Why I will not vote today in Kerala

But like Delhi, Pondicherry is an exception to the rule, and has an elected legislature.



Today, on May 16, the South Indian provinces of Pondicherry, Tamil Nadu, and Kerala will make a line for the ballot box. Bengal and Assam have finished their dance with democracy earlier. The results are yet to be announced.
I have never been to Pondicherry, which is a Union Territory of India, rather than a state. That means the Governor rules the place. But like Delhi, Pondicherry is an exception to the rule, and has an elected legislature.
Pondicherry's streets and architecture are more French than Tamil, as it was a French territory. It came into Indian Union in 1963. Pondicherry has been mostly polarised between the Congress party and the native DMK, and offshoots of the original DMK.
Part of the Pondicherry, consisting of four non-contiguous provinces, lies in Mahe in North Kerala. On occasions I have travelled through it. It is more a fable than a fact, and it would surprise me with its streets and churches named in French. It is like you are taking a turn in the street and reaching another country.
There are more liquor stores in Mahe to each street than in any place in once-upon-a-time Kerala, where of course bars are all now shut down because alcohol is injurious to family health. Often so is marriage, but we will let that ride for the moment.
When I was a child, I had passed through Mahe and, then again, years later, when I drove from Bombay to Cochin and back once.
Both times I remember wanting keenly to be born there so I could be an honorary French citizen. If the French were still in power in Mahe and I am forced to vote, I would vote French, which I consider a very civilised society.
The other two states that are going to the polls today, I know reasonably well. Part of my schooling was in Madras, which was a lovely name if only because it rhymed rather artfully with the festive Mardi Gras, and which they changed in 1996 to Chennai for reasons of local pride, a facile excuse for fudging facts of history.
The name might have derived from Damal Chennappa Nayagar, a Nayak chieftain in the 17th century. Or it may have derived from the Chenna Kesava Perumal Temple. Chenni means face in Tamil.
We used to stay in a quiet lane, 8 Yogambal Street, in T-Nagar, a residential area in the heart of the city. A couple of years ago when I travelled through Madras, I took a cab and with some difficulty located the area, but couldn't recognise the house.
In fact, I didn't see it there at all. This is what happens when you vote governments into power because you want change. I decided then I might be persuaded to vote for a party if it lets things be. All houses will remain the same. And you would have no problems in belonging to your history. And your old albums would not appear as if they had been sent from another planet. To freeze time and stay young, at least your houses must remain the same.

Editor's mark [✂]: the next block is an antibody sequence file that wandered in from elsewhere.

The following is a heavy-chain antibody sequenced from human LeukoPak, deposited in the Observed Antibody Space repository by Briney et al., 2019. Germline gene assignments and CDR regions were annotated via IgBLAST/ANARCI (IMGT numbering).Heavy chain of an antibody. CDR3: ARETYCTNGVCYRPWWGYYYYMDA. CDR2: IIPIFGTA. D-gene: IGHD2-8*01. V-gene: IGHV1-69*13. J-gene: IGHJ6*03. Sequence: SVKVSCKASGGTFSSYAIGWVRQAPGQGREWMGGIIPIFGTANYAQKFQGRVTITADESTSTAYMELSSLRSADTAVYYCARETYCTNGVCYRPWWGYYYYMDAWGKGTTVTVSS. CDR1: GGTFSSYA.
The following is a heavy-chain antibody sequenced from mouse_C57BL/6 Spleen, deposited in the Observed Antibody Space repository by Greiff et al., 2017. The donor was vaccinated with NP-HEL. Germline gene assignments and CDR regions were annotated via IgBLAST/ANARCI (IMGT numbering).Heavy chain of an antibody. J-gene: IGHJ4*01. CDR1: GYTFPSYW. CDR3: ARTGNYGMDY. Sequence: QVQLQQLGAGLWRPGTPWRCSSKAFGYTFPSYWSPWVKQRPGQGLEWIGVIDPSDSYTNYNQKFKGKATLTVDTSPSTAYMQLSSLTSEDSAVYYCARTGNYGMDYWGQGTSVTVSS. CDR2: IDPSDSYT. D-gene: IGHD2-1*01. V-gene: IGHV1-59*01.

Today in Tamil Nadu, they are going to the polls, with DMK and AIDMK, the two main parties in the fray, led respectively by the now clearly immortal Karunanidhi and a rather dictatorial woman, Jayalalitha. She is unique in that she prefers people to talk to her toes at close quarters; they are all expected to fall down at her feet before they say, Amma, which means Mother.
Both parties are promising change. Change means in political parlance more TVs, more channels, more flats, more water and more power. And I don't understand the logic because everybody seems to recall they were happier when everything was less.
Kerala, I flatter myself to say, I know pretty well. This is the only region perhaps in the world that eats more than it should, and drinks now illicit wine and beer stronger than hooch, to wash the fried beef down. In Kerala, everyone has an opinion, and that opinion, however ill informed, makes him very unique.
The literacy level is close to 100 per cent, and almost every second family has one or two members in the Middle East working as efficiently and silently as robots; once a year they come back on vacation and they resume the role of the rebel leader, which was what they were once-at least in their mind.
Last week Indian Prime Minister Narendra Modi compared--unfairly-Kerala to Somalia. This was during his political campaign for the BJP, and it has hurt the pride of the Keralaites.
The speech would go against the interests of the BJP in today's polls. He also suggested that Singapore was a preferable city to Dubai, if one must exile oneself. This angered the Malayalis even more, because most of them consider Dubai an extension of Calicut without the river Kallayi, bearing timber from up north, and floating through it.
The real tussle in Kerala, therefore, is between the Left front and the Congress Party, which is now in power. Normally the government in Kerala works in five-year shifts. If the Congress rules for five years, it would be the Left in the next five. It has been happening for decades.
I have begun to believe elections are a secret pact between the two parties. That's another reason why I don't vote in Kerala.
C. P. Surendran is a former editor-in-chief of DNA newspaper, a novelist and poet


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